Anke Eberwein studied arts education at the University of Hildesheim in the 1990s and then worked as a music pedagogue and concert manager. After the publication of her diploma thesis on the topic of “Concert Pedagogics”, she became co-founder of the “Kölner Büro für Konzertpädagogik” (Cologne concert pedagogics agency) in 1997, which she then headed for several years. Having been trained as a music geragogue in 2020, she now works as a freelancer throughout the county of Kassel, commissioned by senior citizens’ institutions, clinics and local authorities. She provides musical accompaniment for old people in individual settings (musical house calls, instrumental instruction), in groups (singing and music tours, sing- and play-along concerts, senior citizens’ bands, intergenerative projects) and heads further and continuing education programmes. Her work’s motto is: “Faltenklang – alte Menschen können sich in und über Musik „ent-falten“” (the sound of wrinkles – old people can de-wrinkle/develop in and with music).
Faltenklang – Anke Eberwein: Musikgeragogin, Konzertpädagogin, Kultur- und Musikpädagogin
0561 – 850 17 472 (Kassel)
0176 – 648 44 830
The sound of wrinkles
When people can’t get to art, art gets to them. In this “cultural work via dropping in on people”, I visit institutions, clinics, quarters and private living rooms, and through making music together, I take up the great longing for inter-human resonance. For this purpose, I travel around the county equipped with flute, voice, guitar and accordion, many simple instruments for joining in and amplifying gadgets and make music in front of windows, in living rooms, on stairs and in gardens. In the context of sing- and play-along concerts, I enable older and old people to participate in culture and in designing activities. We enter a musical dialogue. Here, music is experienced in an entirely new way: intuitively, interactively and improvisationally.
What have you taken home from this project for your artistic activities?
Owing to different aspects shaping their lives, experiences in life, needs, abilities and cultural tastes, my target groups are highly heterogeneous. The music I “bring along” to old people and the artistic language change again and again, given such a backdrop of diversity. We learn from and with each other. Here, the challenge for me as an artist is to offer people in the process of aging, with growing impediments and insecurities, musical options in which they can develop and maintain a positive feeling of being alive. So what is needed is aesthetic-creative, humane and people-friendly approaches to handling aging. Ultimately, such approaches will also contribute to shaping our common cultural and social future.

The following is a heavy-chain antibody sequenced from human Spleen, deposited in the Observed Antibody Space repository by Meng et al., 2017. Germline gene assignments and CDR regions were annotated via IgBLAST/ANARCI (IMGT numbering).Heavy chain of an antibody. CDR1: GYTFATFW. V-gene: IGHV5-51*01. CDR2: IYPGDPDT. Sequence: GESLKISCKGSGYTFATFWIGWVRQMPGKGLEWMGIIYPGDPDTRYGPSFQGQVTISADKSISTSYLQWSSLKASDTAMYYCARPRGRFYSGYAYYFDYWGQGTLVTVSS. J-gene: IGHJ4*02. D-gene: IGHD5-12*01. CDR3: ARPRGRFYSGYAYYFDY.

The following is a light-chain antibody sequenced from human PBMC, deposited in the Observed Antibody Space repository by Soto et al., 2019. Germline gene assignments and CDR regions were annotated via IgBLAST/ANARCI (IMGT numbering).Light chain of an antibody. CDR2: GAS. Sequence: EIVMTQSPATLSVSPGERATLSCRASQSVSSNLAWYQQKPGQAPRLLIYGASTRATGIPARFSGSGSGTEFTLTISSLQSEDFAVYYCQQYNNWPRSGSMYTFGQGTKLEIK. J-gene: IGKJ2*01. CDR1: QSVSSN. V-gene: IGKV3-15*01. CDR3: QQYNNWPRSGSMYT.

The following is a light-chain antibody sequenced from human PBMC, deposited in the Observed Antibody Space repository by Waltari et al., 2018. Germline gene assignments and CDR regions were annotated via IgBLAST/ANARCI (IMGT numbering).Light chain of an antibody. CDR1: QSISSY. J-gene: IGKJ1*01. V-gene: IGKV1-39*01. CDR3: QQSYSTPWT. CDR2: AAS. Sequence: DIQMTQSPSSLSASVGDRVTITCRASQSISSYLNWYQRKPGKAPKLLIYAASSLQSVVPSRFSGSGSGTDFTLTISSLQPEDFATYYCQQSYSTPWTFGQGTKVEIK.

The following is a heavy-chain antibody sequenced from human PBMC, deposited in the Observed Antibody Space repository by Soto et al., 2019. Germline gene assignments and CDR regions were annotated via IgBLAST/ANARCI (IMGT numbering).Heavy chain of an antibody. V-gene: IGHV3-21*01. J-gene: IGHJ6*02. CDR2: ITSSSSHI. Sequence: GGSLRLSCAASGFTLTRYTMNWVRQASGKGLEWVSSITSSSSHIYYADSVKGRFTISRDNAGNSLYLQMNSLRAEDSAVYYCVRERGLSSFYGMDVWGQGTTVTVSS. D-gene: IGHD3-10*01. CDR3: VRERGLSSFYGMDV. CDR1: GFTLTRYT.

Which topic turns up again and again in your artistic activities?
Playing music, listening to music, moving along with music: at a cognitive, motor, emotional and affective level. How can reality be experienced aesthetically, holistically and multi-dimensionally with the aid of music? Is (inter-) actively, intuitively making music together by improvising the key to all this? How can I process an artistic field so that creative forces can grow and act in it? I am seeking the interpenetration of art and everyday life, the aesthetic perspective on everyday aspects, a familiar, everyday view of music – beyond virtuosity and exclusivity. All individuals are musical, are touched by music in their own way, everywhere, and a whole life long.
What do you seek to achieve with your arts education activities?
Especially in the rural regions, which are usually underserved with culture, and where age-appropriate cultural events are usually lacking, I seek to stimulate and activate people in their third and fourth stages of life with aesthetic, experience- and perception-enhancing music projects. Via the encounter with themselves and music (instrument, voice, dancing), identity, finding one’s self, developing one’s abilities, self-efficacy, acquiring insights and self-realisation (“finding one’s own tone”), learning and further development become possible. Old people’s quality of life can be maintained and improved with musical means.
What, in your view, is the essence of an artistic intervention in arts education?
I try to create an aesthetic space in a familiar, calming and stimulating atmosphere in which art can emerge and develop. In this space, I accompany people in recalling moments in life, familiar aspects – a song, a piece of music, an instrument – or also sensations such as happiness, grief, love. Familiar aspects are put into a new context during a dialogical process out of which new forms emerge. For example, the protest song “Bella ciao” is newly texted together and placed in a personal context or rewritten instrumentally as a mourning blues. Here, the actors experience new experiential environments and self-efficacy – in the music, they perceive their own creative strength.